Limbic-predominant age-related TDP-43 encephalopathy, or LATE, is a recently recognized form of dementia that affects memory, thinking, and social skills. It mimics (and sometimes coexists with) Alzheimer’s disease or AD, but LATE is a different condition, with its own risks and causes.
In a new study, published December 15, 2022, in the journal Alzheimer’s and dementiaUC San Diego School of Medicine researchers, along with colleagues elsewhere, provide new insights into the pathology of LATE, which could help lead to the development of diagnostics for a disease that is currently poorly understood and very difficult to identify in living patients.
Specifically, the researchers, led by the study’s senior author, Robert Rissman, PhD, professor of neurosciences at UC San Diego School of Medicine, reported significantly elevated plasma levels of TDP-43, a DNA-binding protein previously It has been associated with other neurodegenerative diseases. such as frontotemporal lobe degeneration, amyotrophic lateral sclerosis, and AD, although the latter condition is much more commonly characterized by the accumulation of two other proteins: amyloid-beta and tau.
The study looked at the levels of TDP-43 extracted from exosomes secreted into the bloodstream by various cell types, including neurons and glial cells. Exosomes are extracellular vesicles or sacs that transport DNA, RNA, and proteins into the cell until released. The researchers analyzed the brains of 64 postmortem patients, 22 with autopsy-confirmed LATE and 42 patients who died without an indication of LATE.
The effect was detected only in astrocyte-derived exosomes, not neuronal or microglial. Astrocytes are a subtype of glial cells that perform many essential functions in the central nervous system, from regulating blood flow to providing the building blocks of neurotransmitters. They outnumber neurons by more than five times.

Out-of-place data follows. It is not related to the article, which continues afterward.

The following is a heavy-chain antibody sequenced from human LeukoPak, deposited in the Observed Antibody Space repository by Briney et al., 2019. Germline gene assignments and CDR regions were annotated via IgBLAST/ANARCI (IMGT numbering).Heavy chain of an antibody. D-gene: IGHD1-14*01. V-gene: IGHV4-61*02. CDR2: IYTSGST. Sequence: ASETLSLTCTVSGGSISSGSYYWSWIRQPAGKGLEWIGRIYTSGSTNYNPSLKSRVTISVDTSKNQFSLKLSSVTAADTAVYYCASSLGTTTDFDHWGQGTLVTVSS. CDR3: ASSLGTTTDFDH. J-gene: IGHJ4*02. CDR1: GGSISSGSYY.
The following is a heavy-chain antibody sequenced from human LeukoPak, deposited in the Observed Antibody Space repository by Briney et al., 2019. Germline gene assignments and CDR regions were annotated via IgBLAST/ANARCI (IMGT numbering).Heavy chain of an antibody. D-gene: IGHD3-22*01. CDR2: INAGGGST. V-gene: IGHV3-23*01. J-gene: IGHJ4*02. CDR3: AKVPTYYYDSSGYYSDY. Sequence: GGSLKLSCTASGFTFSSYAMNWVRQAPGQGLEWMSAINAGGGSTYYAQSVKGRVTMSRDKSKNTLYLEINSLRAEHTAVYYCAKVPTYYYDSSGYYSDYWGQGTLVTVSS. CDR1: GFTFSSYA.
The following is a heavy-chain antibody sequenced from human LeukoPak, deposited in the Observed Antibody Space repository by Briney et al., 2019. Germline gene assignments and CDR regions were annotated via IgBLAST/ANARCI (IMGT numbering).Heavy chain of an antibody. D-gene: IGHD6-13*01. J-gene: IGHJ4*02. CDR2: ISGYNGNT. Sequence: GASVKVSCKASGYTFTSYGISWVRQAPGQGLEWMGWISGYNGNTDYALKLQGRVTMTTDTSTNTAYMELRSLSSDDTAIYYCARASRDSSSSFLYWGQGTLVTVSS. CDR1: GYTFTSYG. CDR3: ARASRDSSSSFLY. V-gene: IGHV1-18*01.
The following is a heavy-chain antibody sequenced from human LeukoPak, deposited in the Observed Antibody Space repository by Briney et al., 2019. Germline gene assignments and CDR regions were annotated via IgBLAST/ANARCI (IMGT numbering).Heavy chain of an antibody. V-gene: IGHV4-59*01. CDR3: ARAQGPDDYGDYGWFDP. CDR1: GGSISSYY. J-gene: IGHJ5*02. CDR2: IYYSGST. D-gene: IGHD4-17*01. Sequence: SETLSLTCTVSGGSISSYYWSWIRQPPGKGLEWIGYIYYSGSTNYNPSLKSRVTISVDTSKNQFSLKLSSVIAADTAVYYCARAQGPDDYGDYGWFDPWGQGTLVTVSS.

The effective treatment of all neurological diseases depends to a large extent on early diagnosis. However, at the moment, LATE can only be diagnosed after death and is often confused with the fact that living patients can have both LATE and AD. The findings that increased plasma TDP-43 concentrations could be a telltale indicator of LATE are encouraging, Rissman said.
“Research is accelerating into the utility of blood biomarkers, which may offer earlier diagnoses of these difficult conditions without resorting to time-consuming, costly, and invasive methods,” he said.
“Increased plasma concentrations of TDP-43 have been observed in other neurological conditions, but its correlation with cognitive dysfunction and disease progression is not well established. Much more research is needed.”
Rissman added that taking advantage of the findings could lead not only to earlier diagnoses of dementia, but also to greater accuracy. “I think some of the problems with the failed AD trials so far is that LATE patients are entering them. Of course, they wouldn’t respond to treatment because they don’t have AD.”
People with LATE have memory problems, but they often occur at a slower rate of clinical change than people with AD. They may start out with difficulty remembering facts and conversations, become increasingly forgetful, and eventually have trouble with daily activities, such as getting dressed, cooking, or paying bills.
LATE generally affects older people, particularly those over the age of 80, although dementia is not part of the typical aging process. Heredity is thought to play a role, with at least five genes associated with the risk of LATE. These genes may also be involved with other forms of dementia.
Currently, there is no definitive treatment or cure for LATE. Therapy often involves lifestyle improvements, such as maintaining a healthy diet and regular exercise, reducing alcohol consumption, avoiding smoking, and treating comorbid chronic conditions, such as hypertension, obesity, and diabetes.
Coauthors include: Charisse N. Winston, Sonal Suckreet, and Hailey Lynch, all at UC San Diego; John Q. Trojanowski and Virginia Lee, University of Pennsylvania; and Peter T. Nelson, University of Kentucky.